Archive for life

Each Child is Different, meet them where they are…

Each Child is Different, meet them where they are

Photo Credit: Victor Cristian Mitroi, Flickr.com

The oldest of my five children, Nick, who is twenty-seven, and my second son, Allen-Michael, twenty-one, could not be more different from one another. Because they were raised by the same mother I just assumed the boys would be more alike. Though it makes no sense to expect this since I now understand each child arrives in the world with his own temperament, sets of challenges, and lessons for us, and a unique destiny to pursue as well.

Over the past few years, having made the shift from thinking and “do-ing” my parenting from a place where I was in charge of the teaching of my children, to the daily practice of the concept of their teaching me has been the wildest, yet most enlightening/rewarding journey of my life.

When I let go of my expectations (even those I would not have verbally acknowledged) and simply met my sons where they were, my world opened up.

For instance, Nick has been challenged with addiction to alcohol. He has battled this disease (some days more so than others) since he was fifteen years old. Almost five years sober at this point, he doesn’t attribute his recovery to faith in God or any other Higher Power. If you ask Nick he will say his fear of going back to jail is what keeps him away from any bottle. Nick does believe in God, but doesn’t actively pursue a relationship through church attendance or in his everyday life. He was raised Catholic (I will admit, inconsistently), but doesn’t care to make time for spirituality or religion today.

Allen-Michael, on the other hand, who was also raised “inconsistently Catholic” has had an increasingly close relationship with God since his teen years. Calm and easy-going from the day he arrived in the world, he avidly pursues daily mass, mission work, feeding the homeless, and even contemplating the priesthood. Allen-Michael feels very strongly about the gospel and looks to the lives of Catholic saints as inspiration for his own.

It appears to be too early to tell what role faith and religion will play the lives of my youngest three children, but they continue to be raised in the same way by a mother who often verbally and through her actions places more value in the intuition of a higher calling and a purpose greater then oneself than on the structure of any denomination or book.

What I love most about the different ways in which my children approach life is their ability to show respect for, and tolerance of one another choices to take a path different from their own. Knowing, above all else, I have helped create an environment for that to happen in is very gratifying.

What do you say and do to foster a sense of individuality in your children?

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When the teacher arrives will you be ready for the lesson?

When the teacher arrives will you be ready for the lesson?

When the teacher arrives will you be ready for the lesson?

Photo Credit: Uncalno Tekno, Flickr.com

It’s been said when the student is ready, the teacher will arrive. At forty-six I have enough life experience to comprehend the truth in this statement. I also understand the teacher can come in many different forms and show up in both our most challenging and our most triumphant moments. Upon reflection, I can say with conviction my most valuable lessons have come through twenty-two years of marriage and in parenting five children.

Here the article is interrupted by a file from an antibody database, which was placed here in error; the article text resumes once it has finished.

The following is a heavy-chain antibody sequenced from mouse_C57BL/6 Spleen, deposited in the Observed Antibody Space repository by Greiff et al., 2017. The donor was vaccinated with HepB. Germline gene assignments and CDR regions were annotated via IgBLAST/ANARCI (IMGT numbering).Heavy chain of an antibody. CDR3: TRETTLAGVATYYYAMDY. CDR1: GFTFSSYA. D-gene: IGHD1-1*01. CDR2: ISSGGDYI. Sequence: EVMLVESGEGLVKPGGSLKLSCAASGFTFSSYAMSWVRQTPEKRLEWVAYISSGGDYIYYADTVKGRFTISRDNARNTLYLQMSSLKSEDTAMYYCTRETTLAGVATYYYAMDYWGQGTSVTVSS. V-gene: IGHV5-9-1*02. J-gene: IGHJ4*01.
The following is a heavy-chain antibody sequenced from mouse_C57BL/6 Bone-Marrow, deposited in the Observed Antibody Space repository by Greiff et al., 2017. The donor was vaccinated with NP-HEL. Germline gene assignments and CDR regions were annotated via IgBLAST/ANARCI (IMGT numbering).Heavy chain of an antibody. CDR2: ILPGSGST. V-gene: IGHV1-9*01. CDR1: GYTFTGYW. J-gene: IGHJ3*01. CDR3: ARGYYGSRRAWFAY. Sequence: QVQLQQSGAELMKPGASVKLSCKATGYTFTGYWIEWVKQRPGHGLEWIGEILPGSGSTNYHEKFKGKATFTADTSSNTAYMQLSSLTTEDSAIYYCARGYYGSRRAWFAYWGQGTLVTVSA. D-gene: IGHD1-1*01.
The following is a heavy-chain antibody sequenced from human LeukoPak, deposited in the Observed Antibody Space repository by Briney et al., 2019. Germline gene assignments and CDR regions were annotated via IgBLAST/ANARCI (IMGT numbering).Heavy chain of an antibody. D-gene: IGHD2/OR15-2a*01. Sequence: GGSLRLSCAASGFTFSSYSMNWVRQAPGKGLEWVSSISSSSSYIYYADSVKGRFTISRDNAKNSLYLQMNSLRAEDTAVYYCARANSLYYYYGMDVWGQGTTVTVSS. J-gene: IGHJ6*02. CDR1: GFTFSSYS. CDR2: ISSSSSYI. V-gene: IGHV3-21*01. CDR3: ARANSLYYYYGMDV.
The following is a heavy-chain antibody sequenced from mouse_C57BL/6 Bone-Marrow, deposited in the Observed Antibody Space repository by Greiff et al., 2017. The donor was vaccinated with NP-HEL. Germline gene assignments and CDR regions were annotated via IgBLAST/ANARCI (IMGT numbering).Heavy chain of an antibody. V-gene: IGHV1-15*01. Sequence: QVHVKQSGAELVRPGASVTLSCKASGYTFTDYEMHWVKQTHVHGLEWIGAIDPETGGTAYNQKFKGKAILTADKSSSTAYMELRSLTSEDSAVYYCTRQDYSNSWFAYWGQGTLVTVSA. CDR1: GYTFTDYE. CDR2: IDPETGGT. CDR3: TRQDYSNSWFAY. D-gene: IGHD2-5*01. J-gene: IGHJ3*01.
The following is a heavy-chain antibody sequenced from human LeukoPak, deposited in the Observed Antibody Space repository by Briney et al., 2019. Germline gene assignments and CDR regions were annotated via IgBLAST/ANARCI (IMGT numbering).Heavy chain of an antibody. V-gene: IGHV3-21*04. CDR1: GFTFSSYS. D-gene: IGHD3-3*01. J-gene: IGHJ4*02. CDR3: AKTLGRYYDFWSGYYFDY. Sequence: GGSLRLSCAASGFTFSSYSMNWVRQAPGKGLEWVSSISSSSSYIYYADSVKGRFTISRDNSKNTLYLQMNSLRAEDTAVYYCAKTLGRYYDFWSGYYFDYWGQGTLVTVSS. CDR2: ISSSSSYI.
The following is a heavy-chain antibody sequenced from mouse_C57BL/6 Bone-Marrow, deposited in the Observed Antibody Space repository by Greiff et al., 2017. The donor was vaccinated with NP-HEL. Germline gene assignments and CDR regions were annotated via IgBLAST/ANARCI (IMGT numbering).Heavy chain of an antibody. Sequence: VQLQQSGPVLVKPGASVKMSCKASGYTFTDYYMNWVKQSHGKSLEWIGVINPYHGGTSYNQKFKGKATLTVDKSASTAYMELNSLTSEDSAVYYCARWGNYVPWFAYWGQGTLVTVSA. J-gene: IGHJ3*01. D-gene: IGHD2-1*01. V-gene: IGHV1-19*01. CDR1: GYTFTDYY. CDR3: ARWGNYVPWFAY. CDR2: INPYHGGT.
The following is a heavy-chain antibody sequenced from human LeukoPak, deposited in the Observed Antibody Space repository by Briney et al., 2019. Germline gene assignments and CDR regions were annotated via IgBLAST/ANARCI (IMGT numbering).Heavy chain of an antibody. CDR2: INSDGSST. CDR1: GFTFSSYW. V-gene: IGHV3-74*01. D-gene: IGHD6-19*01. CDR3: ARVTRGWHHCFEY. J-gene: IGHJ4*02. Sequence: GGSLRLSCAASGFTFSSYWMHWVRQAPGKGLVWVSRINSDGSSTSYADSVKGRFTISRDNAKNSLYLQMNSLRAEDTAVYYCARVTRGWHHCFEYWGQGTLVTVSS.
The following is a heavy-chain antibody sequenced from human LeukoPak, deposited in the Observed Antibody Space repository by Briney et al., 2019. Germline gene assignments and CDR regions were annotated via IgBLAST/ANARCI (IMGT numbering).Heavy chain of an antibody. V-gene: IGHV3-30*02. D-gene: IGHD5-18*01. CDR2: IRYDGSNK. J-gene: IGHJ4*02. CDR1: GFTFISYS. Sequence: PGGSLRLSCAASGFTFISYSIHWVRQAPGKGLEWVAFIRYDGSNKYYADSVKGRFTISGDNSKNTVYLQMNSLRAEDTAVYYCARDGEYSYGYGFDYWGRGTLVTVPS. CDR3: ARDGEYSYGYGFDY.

The role of wife and mother have taught me what it means to be part of a committed relationship and, even more important, how little control I have over anyone but myself. While there are myraid ways I have witnessed this throughout marriage and motherhood, the most pivotal lesson came several years ago during a crisis with my eldest son (at the time in his early twenties), and his addiction to alcohol.

It was that particular journey which truly opened my eyes and heart to the essence of what it means to be a parent who loves unconditionally. Prior to this walk I believed I understood the importance of limitless acceptance, in hindsight I know it was (at times) merely lip service and not a thorough understanding or true appreciation for the gifts our children can be in helping us develop into our best selves.

Obviously how we parent our children on a daily basis is very important. But, in the end, we must take care to remember we do not have the authority to direct the outcome of the life they have been given to live. In other words, children come into the world through us, we are chosen to guide them and assist their efforts to work towards their life’s purpose by creating an atmosphere conducive to their growth.

This, in and of itself, is a wonderful gift. We [as parents and grandparents] can choose to take the gift to the next level and remain open to the continuous learning we receive through our children’s journey. For example, once I understood the magnitude of my son’s alcohol abuse I could have spent a lot of time blaming myself or someone else for the challenge. Or, I could have recoiled in shame or guilt for considering myself a horrible mother. Instead, I chose to pray for my own guidance in assisting, supporting, encouraging, loving and learning from my son through the process of his recovery.

There were times when even that was not enough. The epiphany came when I woke up one morning and understood I was not in a position to control the outcome of his battle with alcohol, I was only in control of how I responded to the situation that presented itself to me.

Each day provides opportunities to learn, and people to teach. The question is…are you teachable? If so, look no further than the children in your life to show you exactly where you need to grow.

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